If the MEG decay is not detected, it would strengthen the Standard Model of particle physics, which considers the exotic decay so improbable that it could never be observed. Thus only one out of 1054 muons (a number with 54 zeroes) should follow this decay path. At present, such an event can only be detected if at least one out of 1014 muons decays in this way. Even the best experiments will never be able to bridge this enormous gap, but the researchers hope the event will show up sooner. Some variants of supersymmetry, a hypothesis in which every particle in the Standard Model has a heavy superpartner, allow the rare muon decay within the measurement limits that experiments at PSI will reach in the coming years.
A major coup
It would be a major coup if PSI researchers were to find any indication of supersymmetric theories. While the Standard Model could be extended for supersymmetry, there are also experiments that could shake the theory to its core. You know the saying: “What goes up must come down.” Nothing ever falls upwards. If you drop a coffee mug, it will shatter on the floor, never on the ceiling. But is that really always the case? Couldn’t there be a form of matter that is repelled in a gravitational field and falls upwards? To investigate this, PSI researchers are planning an experiment with muonium, an exotic atom made from a positively charged anti-muon and an electron. It is similar to hydrogen, but the proton is replaced by antimatter in the form of a point-like lepton, another type of elementary particle. Since muonium, in contrast to normal hydrogen, consists of two point-like leptons, it lends itself to precise calculations with quantum electrodynamics (QED), which describes electromagnetism in terms of quantum theory. Further experiments could measure the energy levels of this atom and check whether QED theory and experimental observation yield the same results, which in turn would have predictive advantages for future experiments.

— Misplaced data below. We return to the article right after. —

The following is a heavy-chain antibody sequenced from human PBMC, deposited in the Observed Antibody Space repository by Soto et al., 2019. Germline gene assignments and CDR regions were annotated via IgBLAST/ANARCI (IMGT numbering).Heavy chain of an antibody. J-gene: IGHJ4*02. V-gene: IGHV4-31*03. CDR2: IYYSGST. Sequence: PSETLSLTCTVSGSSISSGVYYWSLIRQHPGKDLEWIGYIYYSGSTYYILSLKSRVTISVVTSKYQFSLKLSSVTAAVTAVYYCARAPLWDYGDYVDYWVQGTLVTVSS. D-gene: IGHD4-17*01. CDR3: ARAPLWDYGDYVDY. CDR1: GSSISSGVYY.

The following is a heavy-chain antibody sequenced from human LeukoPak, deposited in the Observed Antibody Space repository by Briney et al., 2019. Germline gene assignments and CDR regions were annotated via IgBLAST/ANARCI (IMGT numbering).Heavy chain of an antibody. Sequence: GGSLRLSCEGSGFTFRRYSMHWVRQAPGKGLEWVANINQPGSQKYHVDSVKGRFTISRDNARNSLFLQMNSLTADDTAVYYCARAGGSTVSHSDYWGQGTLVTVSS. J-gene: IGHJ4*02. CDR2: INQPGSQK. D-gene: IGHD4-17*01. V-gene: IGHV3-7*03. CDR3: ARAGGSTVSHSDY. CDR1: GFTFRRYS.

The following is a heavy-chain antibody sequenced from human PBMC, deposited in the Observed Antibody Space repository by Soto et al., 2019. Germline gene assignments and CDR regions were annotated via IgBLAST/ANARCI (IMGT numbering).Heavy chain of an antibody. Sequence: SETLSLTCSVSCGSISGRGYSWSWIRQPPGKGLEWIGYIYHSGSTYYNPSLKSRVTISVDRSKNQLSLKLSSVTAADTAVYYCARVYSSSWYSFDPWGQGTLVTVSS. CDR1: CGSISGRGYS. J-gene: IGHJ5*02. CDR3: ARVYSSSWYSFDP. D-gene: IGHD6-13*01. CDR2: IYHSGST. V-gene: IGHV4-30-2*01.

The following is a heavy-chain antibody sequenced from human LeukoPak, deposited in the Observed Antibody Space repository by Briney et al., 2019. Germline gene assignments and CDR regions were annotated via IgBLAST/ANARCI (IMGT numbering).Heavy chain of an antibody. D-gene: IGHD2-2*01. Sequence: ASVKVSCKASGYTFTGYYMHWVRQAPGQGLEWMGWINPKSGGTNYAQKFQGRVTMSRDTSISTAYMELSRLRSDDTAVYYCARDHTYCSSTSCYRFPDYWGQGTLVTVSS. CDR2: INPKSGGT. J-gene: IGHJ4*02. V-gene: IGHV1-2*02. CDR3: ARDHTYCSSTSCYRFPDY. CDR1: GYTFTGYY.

The experiments have to be carried out extremely quickly, however, because the anti-muon decays in two millionths of a second. If, contrary to expectations, it does not fall downwards with gravitational acceleration in the Earth’s gravitational field, that would be more than a sensation – it would throw the general theory of relativity overboard. “I don’t believe it will come to that,” Klaus Kirch says, “but we can’t afford not to shine a light into this very dark corner.”
That only works if the flashlight is bright enough. For the researchers, that means they need to build ever more powerful machines with greater intensity and at the same time higher precision. In experiments searching for very rare events, statistics are everything.
It takes unimaginably large numbers of particles before such an event finally occurs. That’s why PSI, together with the University of Zurich and the University Hospital of Zurich, proposed Project IMPACT for the Swiss Roadmap for Research Infrastructures for the 2025–2028 funding period. One of the two target stations at the proton accelerator envisioned in the project carries the designation HIMB, short for High-Intensity Muon Beam, capable of delivering ten billion muons per second for experiments. This could enable PSI to extend its world leadership in muon physics, just in time to present complementary results for comparison with results from the next phase of LHC operations at CERN near Geneva.
The ETH Board has now proposed the corresponding plan for the upcoming Swiss Roadmap for Research Infrastructures. The roadmap will be published in spring 2023, but a lot of preparatory work is already in full swing. One extension to HIMB would be a device that cools muons and improves beam quality a millionfold. The existing muon beam at PSI is to be slowed down in a chamber with very cold helium gas.